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What Do Artists Owe Their Fans?

Purple-Rain-10-1024x770Guest post by Brendan O'Connell (@therightnow) of, a music and tech think tank.

I love living in Chicago. It means a steady flow of great bands coming through town no matter what time of year it is. The past few months have been something special though: Bruce Springsteen for two nights at Wrigley Field; Prince for three nights, plus after parties; D’Angelo on a comeback tour; R. Kelly; Peter Gabriel doing his album So in its entirety; and hometown boys Wilco at a block party. These were all big-ticket shows — some even $100 or more — and I wanted to go to all of them. I certainly couldn’t afford to see everything so I had some tough choices to make.

I decided to pull the trigger on Prince and D’Angelo. As I stared at the checkout screen on the Ticketmaster website, grimacing at the jaw dropping prices and not-so-hidden fees, I thought about the gamble involved in purchasing such expensive tickets. My standard way of seeing live music is hitting a small club and shelling out ten bucks to see an indie rock band that just rolled out of a fifteen-passenger van. I’ve come to expect late start times, mediocre sound, and a general atmosphere of disorganization. Even if the music is good these issues can affect my experience as a concertgoer. It’s a pleasant surprise when things run smoothly and I really dig the band. That said, it’s not such a big deal to have a bad experience at a club when you’re paying ten bucks. But when the cost is ten times that much and you get the same issues, there’s a big problem. Purchasing a ticket without any kind of assurance on the quality of the production or the music means placing a bet on the artist and promoter, plain and simple.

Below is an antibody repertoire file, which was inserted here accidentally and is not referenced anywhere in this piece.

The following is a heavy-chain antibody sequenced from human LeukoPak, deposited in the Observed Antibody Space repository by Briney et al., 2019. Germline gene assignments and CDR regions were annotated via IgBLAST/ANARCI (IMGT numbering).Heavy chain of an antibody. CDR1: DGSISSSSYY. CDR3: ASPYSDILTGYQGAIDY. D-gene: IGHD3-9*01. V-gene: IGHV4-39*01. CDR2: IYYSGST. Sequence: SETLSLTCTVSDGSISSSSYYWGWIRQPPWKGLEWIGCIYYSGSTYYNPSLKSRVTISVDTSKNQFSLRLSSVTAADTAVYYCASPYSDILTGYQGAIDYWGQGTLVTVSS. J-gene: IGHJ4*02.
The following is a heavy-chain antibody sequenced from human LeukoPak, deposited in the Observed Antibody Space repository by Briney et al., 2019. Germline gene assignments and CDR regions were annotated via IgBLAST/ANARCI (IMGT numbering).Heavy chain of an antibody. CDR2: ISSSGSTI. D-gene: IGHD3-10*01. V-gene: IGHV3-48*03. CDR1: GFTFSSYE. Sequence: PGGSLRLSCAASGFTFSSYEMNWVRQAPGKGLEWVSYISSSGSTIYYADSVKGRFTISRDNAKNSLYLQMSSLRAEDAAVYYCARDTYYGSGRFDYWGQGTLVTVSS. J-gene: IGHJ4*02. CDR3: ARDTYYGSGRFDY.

No Commitment

Forking over $100 per ticket for D’Angelo sure as hell felt like a gamble given his erratic behavior over the past decade or two, but I did it anyways. That puts me firmly in the “super-fan” camp alongside other irrational fans that will gladly pay the high cost of admission to see bands that we can’t live without. I fully expected there to be problems with the show and that’s exactly what happened: D’Angelo went on thirty minutes late, only played six songs, cut off after thirty minutes, and offered absolutely no apology or explanation. To be fair, the headliner Mary J. Blige told the crowd that he had an “emergency” but it was too little, too late. No refunds, no reparations, no nothing.

And then there was the Groupon. A few weeks after I bought my tickets I got an email in my inbox from Groupon: the D’Angelo and Mary J concert was the deal of the day. The same tickets I bought for $100 each were now going for half price. It shocked me that the show hadn’t sold out (I suppose my super-fandom blinded me to the fact that D’Angelo doesn’t have much of a draw after being out of public life for so long). I felt cheated out of $100 and penalized for buying tickets early. Isn’t it supposed to work the other way around?

Here’s the thing: I still had a great time. I’d been waiting twelve years to see D’Angelo after I missed the Voodoo tour in 2000. As a super-fan I was determined to enjoy the music no matter how long I had to wait or how short the set was. It’s pretty obvious that artists and promoters exploit this level of fandom and that fans are willing to be exploited. We put up with late start times and abbreviated sets as long as we get to see our favorite bands. Then we hop on social media, post pictures and status updates, and brag about how awesome it was. I sure did. D’Angelo’s show was a disappointment, but in a way, the problematic set left me with something to gloat about. My Facebook status after the show tells all: “Oh D'Angelo. Starting an hour late. Playing six songs in thirty minutes. Costing $100 a ticket. Totally worth it. Welcome back, D!”